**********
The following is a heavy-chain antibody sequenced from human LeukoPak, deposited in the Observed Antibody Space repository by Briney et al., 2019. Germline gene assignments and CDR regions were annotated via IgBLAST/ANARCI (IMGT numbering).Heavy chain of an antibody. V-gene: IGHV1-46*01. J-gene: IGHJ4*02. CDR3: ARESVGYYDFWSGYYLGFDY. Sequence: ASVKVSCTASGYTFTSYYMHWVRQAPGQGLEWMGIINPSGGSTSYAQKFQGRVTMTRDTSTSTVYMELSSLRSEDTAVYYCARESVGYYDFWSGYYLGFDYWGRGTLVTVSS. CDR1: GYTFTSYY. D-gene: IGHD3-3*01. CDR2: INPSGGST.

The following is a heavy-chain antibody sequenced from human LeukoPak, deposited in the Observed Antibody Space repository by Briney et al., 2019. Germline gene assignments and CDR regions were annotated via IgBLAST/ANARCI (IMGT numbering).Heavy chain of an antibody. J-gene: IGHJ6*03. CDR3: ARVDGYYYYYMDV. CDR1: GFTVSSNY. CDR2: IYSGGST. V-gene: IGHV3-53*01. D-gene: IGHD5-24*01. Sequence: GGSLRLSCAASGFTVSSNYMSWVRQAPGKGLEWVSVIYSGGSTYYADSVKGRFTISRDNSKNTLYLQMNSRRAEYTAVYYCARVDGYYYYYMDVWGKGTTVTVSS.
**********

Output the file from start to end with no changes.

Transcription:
The following is a heavy-chain antibody sequenced from human LeukoPak, deposited in the Observed Antibody Space repository by Briney et al., 2019. Germline gene assignments and CDR regions were annotated via IgBLAST/ANARCI (IMGT numbering).Heavy chain of an antibody. V-gene: IGHV1-46*01. J-gene: IGHJ4*02. CDR3: ARESVGYYDFWSGYYLGFDY. Sequence: ASVKVSCTASGYTFTSYYMHWVRQAPGQGLEWMGIINPSGGSTSYAQKFQGRVTMTRDTSTSTVYMELSSLRSEDTAVYYCARESVGYYDFWSGYYLGFDYWGRGTLVTVSS. CDR1: GYTFTSYY. D-gene: IGHD3-3*01. CDR2: INPSGGST.

The following is a heavy-chain antibody sequenced from human LeukoPak, deposited in the Observed Antibody Space repository by Briney et al., 2019. Germline gene assignments and CDR regions were annotated via IgBLAST/ANARCI (IMGT numbering).Heavy chain of an antibody. J-gene: IGHJ6*03. CDR3: ARVDGYYYYYMDV. CDR1: GFTVSSNY. CDR2: IYSGGST. V-gene: IGHV3-53*01. D-gene: IGHD5-24*01. Sequence: GGSLRLSCAASGFTVSSNYMSWVRQAPGKGLEWVSVIYSGGSTYYADSVKGRFTISRDNSKNTLYLQMNSRRAEYTAVYYCARVDGYYYYYMDVWGKGTTVTVSS.